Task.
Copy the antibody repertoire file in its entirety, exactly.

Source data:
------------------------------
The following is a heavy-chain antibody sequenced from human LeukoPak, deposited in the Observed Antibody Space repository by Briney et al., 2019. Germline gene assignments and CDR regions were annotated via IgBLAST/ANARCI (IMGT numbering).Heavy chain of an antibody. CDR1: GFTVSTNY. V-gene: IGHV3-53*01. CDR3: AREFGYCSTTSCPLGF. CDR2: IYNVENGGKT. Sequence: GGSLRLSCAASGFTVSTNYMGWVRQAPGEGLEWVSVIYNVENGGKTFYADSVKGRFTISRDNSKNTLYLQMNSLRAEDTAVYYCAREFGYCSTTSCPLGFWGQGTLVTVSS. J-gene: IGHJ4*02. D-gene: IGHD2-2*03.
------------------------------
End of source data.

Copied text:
The following is a heavy-chain antibody sequenced from human LeukoPak, deposited in the Observed Antibody Space repository by Briney et al., 2019. Germline gene assignments and CDR regions were annotated via IgBLAST/ANARCI (IMGT numbering).Heavy chain of an antibody. CDR1: GFTVSTNY. V-gene: IGHV3-53*01. CDR3: AREFGYCSTTSCPLGF. CDR2: IYNVENGGKT. Sequence: GGSLRLSCAASGFTVSTNYMGWVRQAPGEGLEWVSVIYNVENGGKTFYADSVKGRFTISRDNSKNTLYLQMNSLRAEDTAVYYCAREFGYCSTTSCPLGFWGQGTLVTVSS. J-gene: IGHJ4*02. D-gene: IGHD2-2*03.